Top 10 causes of red eye
Red, bloodshot eyes -- although usually painless -- are not exactly attractive. Redness occurs when blood vessels near the surface of the eye become enlarged and dilated. If you have red eye, it is important to find out why. Red eyes have several causes. Sometimes the cause of a red eye is of little concern, but it can also be a sign of a medical emergency. It is always best to seek the advice of a medical professional.
1. Allergic Conjunctivitis
Conjunctivitis, or pink eye, is an inflammation or infection of the clear, protective layer that coats the front part of the eye. Conjunctivitis can be caused by allergies, bacteria, viruses, or toxic substances.
Uveitis is an inflammation of the eye's uvea. It can cause redness, pain, blurry vision, floaters and light sensitivity. Uveitis should be treated quickly because other complications, such as uveitic glaucoma or retinal and choriodal scarring, may occur if it lingers.
3. Dry Eye
Human tears function to lubricate, nourish and protect the surface of the eye. When the tears are not of good quality or quantity, the surface of the eye becomes dry. Chronic dryness causes the surface of the eye to become inflamed and blood vessels to dilate as a result, causing increased redness.
Blepharitis is a chronic infection and inflammation of the eyelid and eyelashes. Blepharitis may be caused by poor eyelid hygiene. Other causes include oily eyelid glands, allergic reactions, bacterial infections, or lice on the eyelashes.
5. Acute Angle-Closure Glaucoma
Unlike most types of glaucoma, acute angle-closure glaucoma causes several recognizable signs, including painful redness that usually occurs in one eye. Acute angle-closure glaucoma is a serious medical emergency and must be treated immediately.
6. Subconjunctival Hemmorage
A subconjunctival hemmorage is caused by a blood vessel that bursts. When broken, these vessels bleed and spread out underneath the conjunctiva, the clear coating on the surface of the eye. It can be caused by hard sneezing, coughing, intense straining, vomiting, trauma, high blood pressure, diabetes and sometimes from certain blood disorder problems.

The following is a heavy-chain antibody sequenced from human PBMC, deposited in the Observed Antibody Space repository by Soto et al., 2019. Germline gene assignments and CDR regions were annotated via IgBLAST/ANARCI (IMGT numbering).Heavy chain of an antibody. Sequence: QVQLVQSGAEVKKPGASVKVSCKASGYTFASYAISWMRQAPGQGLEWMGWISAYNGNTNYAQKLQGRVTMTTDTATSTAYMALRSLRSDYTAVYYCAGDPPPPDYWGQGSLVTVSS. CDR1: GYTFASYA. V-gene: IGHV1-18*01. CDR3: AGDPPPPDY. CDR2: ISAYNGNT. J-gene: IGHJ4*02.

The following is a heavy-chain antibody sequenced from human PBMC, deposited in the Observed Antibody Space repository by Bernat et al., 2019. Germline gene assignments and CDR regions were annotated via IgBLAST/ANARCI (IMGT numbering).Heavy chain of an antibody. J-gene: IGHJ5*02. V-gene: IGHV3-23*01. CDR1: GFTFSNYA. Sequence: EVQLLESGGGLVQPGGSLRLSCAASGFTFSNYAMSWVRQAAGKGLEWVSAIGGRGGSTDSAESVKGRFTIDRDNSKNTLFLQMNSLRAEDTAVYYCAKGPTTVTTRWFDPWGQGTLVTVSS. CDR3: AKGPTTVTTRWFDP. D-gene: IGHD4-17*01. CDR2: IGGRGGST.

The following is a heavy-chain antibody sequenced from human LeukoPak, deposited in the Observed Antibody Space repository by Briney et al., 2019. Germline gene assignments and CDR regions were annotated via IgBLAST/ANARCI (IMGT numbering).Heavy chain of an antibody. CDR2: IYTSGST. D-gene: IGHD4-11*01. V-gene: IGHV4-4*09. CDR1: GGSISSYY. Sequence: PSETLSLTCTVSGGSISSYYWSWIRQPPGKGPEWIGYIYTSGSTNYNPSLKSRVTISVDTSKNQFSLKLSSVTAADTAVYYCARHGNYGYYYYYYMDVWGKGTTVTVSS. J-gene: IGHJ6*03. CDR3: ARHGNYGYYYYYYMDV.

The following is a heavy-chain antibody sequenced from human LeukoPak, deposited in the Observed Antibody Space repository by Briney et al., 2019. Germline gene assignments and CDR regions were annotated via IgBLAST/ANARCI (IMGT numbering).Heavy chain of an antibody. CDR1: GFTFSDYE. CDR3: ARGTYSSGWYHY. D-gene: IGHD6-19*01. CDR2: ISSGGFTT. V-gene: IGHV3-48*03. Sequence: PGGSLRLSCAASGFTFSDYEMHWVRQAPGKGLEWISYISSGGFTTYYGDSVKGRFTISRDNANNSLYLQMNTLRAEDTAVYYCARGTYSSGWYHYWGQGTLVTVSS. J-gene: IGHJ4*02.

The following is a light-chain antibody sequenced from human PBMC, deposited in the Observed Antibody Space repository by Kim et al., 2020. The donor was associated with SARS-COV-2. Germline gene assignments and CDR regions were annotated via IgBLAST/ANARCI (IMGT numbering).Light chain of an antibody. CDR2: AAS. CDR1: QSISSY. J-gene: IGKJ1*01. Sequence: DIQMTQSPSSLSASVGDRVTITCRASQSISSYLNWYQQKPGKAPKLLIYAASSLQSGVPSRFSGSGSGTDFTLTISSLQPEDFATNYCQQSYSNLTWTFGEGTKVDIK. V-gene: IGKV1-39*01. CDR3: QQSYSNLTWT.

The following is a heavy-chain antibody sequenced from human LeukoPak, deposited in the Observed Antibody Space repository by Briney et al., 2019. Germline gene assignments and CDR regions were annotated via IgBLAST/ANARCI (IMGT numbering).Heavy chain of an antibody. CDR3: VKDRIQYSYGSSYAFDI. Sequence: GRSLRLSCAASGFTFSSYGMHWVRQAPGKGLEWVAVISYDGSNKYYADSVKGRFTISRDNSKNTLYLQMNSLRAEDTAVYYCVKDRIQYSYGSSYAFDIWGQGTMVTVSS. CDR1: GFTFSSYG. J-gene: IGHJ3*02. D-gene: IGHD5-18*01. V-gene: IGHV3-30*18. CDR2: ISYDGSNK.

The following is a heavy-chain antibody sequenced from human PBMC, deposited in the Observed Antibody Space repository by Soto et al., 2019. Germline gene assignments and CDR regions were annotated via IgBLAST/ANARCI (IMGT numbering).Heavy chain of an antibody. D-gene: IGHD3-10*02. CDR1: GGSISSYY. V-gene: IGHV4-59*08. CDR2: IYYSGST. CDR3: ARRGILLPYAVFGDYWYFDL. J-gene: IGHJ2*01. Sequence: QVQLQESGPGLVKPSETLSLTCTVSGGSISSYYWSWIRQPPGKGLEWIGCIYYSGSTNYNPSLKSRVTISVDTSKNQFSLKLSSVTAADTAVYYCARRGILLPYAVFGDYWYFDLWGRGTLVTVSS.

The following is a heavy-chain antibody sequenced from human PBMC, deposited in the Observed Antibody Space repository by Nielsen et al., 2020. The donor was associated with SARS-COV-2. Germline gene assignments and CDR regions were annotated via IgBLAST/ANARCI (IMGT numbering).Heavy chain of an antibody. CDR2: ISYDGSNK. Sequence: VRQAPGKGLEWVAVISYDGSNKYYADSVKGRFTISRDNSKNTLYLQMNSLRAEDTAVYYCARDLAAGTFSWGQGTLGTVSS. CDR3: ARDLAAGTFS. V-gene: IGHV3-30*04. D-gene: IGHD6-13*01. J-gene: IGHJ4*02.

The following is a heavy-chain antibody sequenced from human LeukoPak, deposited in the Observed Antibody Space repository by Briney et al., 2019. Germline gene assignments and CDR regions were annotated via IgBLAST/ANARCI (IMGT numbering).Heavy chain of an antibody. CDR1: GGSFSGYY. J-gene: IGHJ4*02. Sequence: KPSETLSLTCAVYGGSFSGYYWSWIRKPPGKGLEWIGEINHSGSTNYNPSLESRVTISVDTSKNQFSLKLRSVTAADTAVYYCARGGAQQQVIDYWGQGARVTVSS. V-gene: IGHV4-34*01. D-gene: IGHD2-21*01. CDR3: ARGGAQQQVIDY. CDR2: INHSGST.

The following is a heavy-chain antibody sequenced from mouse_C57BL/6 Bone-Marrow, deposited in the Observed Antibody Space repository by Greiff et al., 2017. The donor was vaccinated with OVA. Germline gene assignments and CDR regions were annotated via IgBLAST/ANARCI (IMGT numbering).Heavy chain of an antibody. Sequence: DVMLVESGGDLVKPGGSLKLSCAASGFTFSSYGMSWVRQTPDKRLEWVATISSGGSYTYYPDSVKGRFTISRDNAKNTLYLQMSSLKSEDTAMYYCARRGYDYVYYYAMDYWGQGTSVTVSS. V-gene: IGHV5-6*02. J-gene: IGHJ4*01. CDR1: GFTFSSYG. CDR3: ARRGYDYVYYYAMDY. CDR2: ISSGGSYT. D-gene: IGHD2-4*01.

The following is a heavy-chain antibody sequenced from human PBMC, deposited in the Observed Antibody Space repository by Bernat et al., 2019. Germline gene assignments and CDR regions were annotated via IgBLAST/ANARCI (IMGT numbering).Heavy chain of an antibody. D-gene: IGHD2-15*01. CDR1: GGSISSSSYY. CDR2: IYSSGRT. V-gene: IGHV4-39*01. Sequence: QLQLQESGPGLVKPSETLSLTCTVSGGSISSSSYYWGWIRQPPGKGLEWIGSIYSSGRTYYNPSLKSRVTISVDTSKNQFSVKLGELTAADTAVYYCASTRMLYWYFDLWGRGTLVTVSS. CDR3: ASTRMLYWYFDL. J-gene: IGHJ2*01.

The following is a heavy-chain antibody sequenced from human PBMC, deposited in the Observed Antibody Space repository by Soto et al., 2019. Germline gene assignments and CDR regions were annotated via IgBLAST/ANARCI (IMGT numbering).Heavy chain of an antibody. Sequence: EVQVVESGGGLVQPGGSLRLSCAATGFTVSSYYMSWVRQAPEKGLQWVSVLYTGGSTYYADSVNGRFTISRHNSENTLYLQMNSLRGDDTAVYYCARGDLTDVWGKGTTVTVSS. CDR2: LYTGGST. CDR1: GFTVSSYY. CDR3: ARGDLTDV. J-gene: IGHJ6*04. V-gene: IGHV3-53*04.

When an eye suffers and injury, the blood vessels enlarge and dilate to bring cells to heal and repair the injury. This will cause redness.
8. Corneal Ulcer or Infection
The cornea is the clear, dome-like structure that helps the eye achieve clear vision. The cornea has no blood vessels of its own. When the cornea becomes infected, however, surrounding blood vessels enlarge, bringing immune system cells to help fight the infection. This redness is very easy to see.
9. Contact Lens Wear
In some individuals, wearing contact lenses every day (or for extended periods of time) can cause the eyes to appear red. Some people develop contact lens-induced dry eyes, which makes it difficult to wear contact lenses comfortably. In others, merely having a foreign body, such as a contact lens, in the eye causes redness.
10. Frequent Use of Eye Drops
Constant use of one of the widely available "get the red out" eye drops can cause dilation of the eyes' blood vessels. After the effect of the eye drop wears off, the blood vessels sometimes dilate larger, causing the eyes to appear even more bloodshot.